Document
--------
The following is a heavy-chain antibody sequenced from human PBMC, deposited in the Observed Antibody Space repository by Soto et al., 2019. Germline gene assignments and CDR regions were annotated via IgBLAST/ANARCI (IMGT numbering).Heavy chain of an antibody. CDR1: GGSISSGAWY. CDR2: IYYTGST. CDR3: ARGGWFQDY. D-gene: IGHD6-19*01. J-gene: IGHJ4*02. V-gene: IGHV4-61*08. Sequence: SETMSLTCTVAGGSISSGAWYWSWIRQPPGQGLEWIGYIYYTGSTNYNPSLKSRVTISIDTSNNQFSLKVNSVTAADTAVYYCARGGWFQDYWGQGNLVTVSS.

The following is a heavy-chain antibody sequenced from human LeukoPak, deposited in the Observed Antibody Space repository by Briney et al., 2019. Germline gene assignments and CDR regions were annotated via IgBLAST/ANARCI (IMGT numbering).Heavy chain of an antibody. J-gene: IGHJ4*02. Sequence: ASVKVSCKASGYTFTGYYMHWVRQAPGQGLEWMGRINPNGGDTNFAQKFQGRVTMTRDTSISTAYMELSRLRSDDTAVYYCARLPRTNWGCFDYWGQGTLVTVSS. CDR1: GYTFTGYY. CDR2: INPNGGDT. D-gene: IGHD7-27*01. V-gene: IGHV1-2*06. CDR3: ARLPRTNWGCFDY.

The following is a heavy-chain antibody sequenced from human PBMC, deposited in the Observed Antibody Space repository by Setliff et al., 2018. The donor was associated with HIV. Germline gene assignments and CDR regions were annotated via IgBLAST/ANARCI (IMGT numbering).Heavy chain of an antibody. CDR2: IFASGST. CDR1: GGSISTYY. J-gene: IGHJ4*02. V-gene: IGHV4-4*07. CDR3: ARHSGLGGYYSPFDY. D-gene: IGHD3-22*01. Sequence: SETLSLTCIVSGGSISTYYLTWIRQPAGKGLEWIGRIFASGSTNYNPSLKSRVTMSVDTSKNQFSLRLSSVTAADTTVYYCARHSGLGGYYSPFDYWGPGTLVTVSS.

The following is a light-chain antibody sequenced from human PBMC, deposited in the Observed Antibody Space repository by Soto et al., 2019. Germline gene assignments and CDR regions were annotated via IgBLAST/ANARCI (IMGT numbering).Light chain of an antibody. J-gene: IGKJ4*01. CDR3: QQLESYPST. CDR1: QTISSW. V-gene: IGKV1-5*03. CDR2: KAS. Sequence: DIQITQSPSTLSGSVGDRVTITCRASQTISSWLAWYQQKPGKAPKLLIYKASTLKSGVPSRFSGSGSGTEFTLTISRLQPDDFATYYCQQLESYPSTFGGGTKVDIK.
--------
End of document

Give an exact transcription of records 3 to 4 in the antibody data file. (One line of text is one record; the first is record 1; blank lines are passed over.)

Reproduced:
The following is a heavy-chain antibody sequenced from human PBMC, deposited in the Observed Antibody Space repository by Setliff et al., 2018. The donor was associated with HIV. Germline gene assignments and CDR regions were annotated via IgBLAST/ANARCI (IMGT numbering).Heavy chain of an antibody. CDR2: IFASGST. CDR1: GGSISTYY. J-gene: IGHJ4*02. V-gene: IGHV4-4*07. CDR3: ARHSGLGGYYSPFDY. D-gene: IGHD3-22*01. Sequence: SETLSLTCIVSGGSISTYYLTWIRQPAGKGLEWIGRIFASGSTNYNPSLKSRVTMSVDTSKNQFSLRLSSVTAADTTVYYCARHSGLGGYYSPFDYWGPGTLVTVSS.

The following is a light-chain antibody sequenced from human PBMC, deposited in the Observed Antibody Space repository by Soto et al., 2019. Germline gene assignments and CDR regions were annotated via IgBLAST/ANARCI (IMGT numbering).Light chain of an antibody. J-gene: IGKJ4*01. CDR3: QQLESYPST. CDR1: QTISSW. V-gene: IGKV1-5*03. CDR2: KAS. Sequence: DIQITQSPSTLSGSVGDRVTITCRASQTISSWLAWYQQKPGKAPKLLIYKASTLKSGVPSRFSGSGSGTEFTLTISRLQPDDFATYYCQQLESYPSTFGGGTKVDIK.